The Obesity Epidemic in Teens


Grace Ryser, Contributor

According to the Centers for Disease Control and Prevention, “the rates of obesity among adolescents have quadrupled in the past 30 years. From 1980 to 2012, the rate of obesity has risen from 5% to 21%.”  This increase is a very significant issue, as obesity is the easiest disease to identify, but the most difficult for which treatment can be provided. The obesity rates of children in America are at their highest point ever, and many are working to fix this issue.

Obesity occurs when a person weighs greater than what is considered to be a healthy weight for a given height. This problem is caused not just by avoidance of healthy foods; there are a number of other causes. Some of these include: overeating, binge eating, lack of exercise, medical illnesses, and genetics. Obesity comes along with the high risks of “high blood pressure, breathing problems, a higher risk of heart disease, diabetes,” and much more. Since obesity rates are at an all-time high, there is much reason for concern.

Unfortunately, America is the leader when it comes to obesity rates–not a title most counties would wish to hold. Online sources state: “The obesity rate for American adults (aged 15 and over) came in at a whopping 38.2%, which puts the birthplace of the hamburger and the Cronut at the top of the heftiest-nations-in-the-world rankings, according to an updated survey from the Organization for Economic Cooperation and Development.”  This problem begins in tween and teenager years, and carries over into adulthood. However, many of these patterns can be corrected.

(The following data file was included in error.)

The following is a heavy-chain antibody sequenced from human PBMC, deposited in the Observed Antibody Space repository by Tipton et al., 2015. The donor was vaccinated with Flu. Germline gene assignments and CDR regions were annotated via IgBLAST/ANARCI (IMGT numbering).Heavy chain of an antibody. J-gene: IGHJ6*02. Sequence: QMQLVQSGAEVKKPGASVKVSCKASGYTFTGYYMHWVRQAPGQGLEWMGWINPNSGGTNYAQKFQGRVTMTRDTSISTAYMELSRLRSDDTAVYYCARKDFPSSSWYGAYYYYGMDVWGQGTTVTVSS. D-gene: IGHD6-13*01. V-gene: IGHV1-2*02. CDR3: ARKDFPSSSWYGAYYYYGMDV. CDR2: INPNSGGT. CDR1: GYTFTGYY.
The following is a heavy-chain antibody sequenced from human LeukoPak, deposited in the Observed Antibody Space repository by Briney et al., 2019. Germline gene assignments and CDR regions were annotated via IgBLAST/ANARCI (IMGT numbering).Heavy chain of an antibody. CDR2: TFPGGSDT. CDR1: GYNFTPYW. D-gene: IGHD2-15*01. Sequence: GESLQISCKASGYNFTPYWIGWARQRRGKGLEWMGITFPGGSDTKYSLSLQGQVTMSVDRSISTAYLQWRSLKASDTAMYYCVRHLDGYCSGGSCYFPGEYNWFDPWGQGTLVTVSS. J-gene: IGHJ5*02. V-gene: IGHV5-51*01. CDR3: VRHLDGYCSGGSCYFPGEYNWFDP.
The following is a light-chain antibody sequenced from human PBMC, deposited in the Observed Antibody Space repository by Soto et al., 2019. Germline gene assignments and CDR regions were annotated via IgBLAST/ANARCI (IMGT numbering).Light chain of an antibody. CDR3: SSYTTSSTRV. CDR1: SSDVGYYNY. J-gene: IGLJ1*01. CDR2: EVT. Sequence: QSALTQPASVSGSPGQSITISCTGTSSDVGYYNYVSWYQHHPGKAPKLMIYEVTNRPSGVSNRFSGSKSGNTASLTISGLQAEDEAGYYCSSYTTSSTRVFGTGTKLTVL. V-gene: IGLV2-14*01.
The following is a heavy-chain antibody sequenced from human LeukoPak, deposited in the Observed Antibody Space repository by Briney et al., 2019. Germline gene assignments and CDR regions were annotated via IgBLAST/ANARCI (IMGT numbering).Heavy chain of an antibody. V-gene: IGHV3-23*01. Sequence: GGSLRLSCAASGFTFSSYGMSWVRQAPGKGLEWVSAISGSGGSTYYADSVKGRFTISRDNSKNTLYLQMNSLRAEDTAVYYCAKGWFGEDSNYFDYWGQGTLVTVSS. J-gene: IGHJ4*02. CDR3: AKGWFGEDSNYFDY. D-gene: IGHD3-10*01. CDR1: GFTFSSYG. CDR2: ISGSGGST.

The most common causes of teenage obesity are unhealthy eating habits and a lack of exercise. As fast food in America becomes a larger portion of a person’s diet, the rates of obesity are guaranteed to rise. A junior, Matt Raseta says, “It’s concerning that people are too lazy to  cook their own meals and resort to fast food instead.” Another student, Dean Esmail, a junior, agrees. “I see a lot of students resorting to fast food. I don’t think that they should keep up with those habits though, they’re just harming themselves.” Lack of exercise is not a favorite option for many teens either.  One HHS football player explains that since he is forced to weight train, it helps to keep him in shape for the season; however, when exercise is optional for most teens, it’s not a favorite choice. Negative habits can be corrected, and it’s vital that teens start now if they don’t want to spend their adulthood years riddled with disease and mobility issues.